Call center approving tests with loosened restrictions

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The COVID-19 call center can be reached at (409) 550-2536.

  • Jefferson Couty Judge Jeff Branick speaks on the couty courthouse steps, flanked by Orange County Judge John Gothia (right) and Hardin County Judge Wayne McDaniel (left). Jasper County Judge Mark Allen stands behind.
    Jefferson Couty Judge Jeff Branick speaks on the couty courthouse steps, flanked by Orange County Judge John Gothia (right) and Hardin County Judge Wayne McDaniel (left). Jasper County Judge Mark Allen stands behind.
  • Jeff Branick addresses reporters April 20
    Jeff Branick addresses reporters April 20
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Due to confirmed COVID-19 cases among asymptomatic patients, the six-county coalition announced loosened restrictions on those who are given the go-ahead to get tested at either its Silsbee or Jack Brooks Regional Airport locations at a press conference Monday afternoon.    

The announcement came shortly after Jefferson County Judge Jeff Branick told reporters 114 tests were just completed on employees from two Beaumont Chick-fil-A locations, on College and Dowlen. Those tests were conducted after four employees received positive results. 

Branick did note that calls to the center were decreasing as of Monday, at which point nearly 4,500 total had been received. Of those, just under 2,400 were referred for testing, about 1,500 at the airport location and 680 in Silsbee. 

“There are many individuals within our six-county community who disagree with the orders that have been put in place,” he said, noting calls for more stringent orders and those for returning to life as it was just months ago. Branick admitted his and other orders had “infringed on some fundamental constitutional rights” during this pandemic. He justified such action by insisting they were “driven by a desire to protect public health and Southeast Texas citizens.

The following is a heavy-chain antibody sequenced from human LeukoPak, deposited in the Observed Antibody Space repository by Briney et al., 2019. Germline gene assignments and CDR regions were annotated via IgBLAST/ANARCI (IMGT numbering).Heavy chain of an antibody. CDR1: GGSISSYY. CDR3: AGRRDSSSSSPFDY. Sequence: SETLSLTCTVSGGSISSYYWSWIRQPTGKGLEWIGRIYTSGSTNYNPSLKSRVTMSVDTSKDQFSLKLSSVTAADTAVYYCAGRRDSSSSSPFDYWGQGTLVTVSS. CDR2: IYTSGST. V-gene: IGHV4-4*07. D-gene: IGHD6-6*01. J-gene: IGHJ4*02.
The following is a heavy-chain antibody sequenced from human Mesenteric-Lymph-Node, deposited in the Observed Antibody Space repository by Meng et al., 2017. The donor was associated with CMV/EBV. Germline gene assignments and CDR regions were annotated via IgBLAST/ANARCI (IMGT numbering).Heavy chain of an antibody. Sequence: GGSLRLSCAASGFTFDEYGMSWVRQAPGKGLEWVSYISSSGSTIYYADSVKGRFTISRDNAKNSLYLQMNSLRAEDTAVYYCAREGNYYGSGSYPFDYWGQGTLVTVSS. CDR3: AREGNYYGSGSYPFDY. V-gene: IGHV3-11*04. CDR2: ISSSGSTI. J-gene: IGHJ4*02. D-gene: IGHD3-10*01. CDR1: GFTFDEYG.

Those “infringements” could soon be rolled back, according to Branick and announcements from Governor Greg Abbott. The latter opened retail businesses for “retail to-go” services this week, while further opening state parks. Retail stores previously deemed “non-essential” will be allowed to reopen and serve consumers with curbside or delivery options.

After assessing residents’ reactions to the April 17 orders, Governor Abbott could open the state’s avenues of commerce and culture to a greater degree with orders offering reprieve April 24 or 30. The judges of the six-county coalition will follow suit with orders for their respective constituencies. Those county orders could be more restrictive than the governor’s, Branick warns.

“We want these businesses to be open as soon as possible,” he said, before joking about how long his hair has gotten with barber shops closed. When hair and nail salons do reopen, Branick said, it could come with orders restricting capacity and mandating measures for sanitation.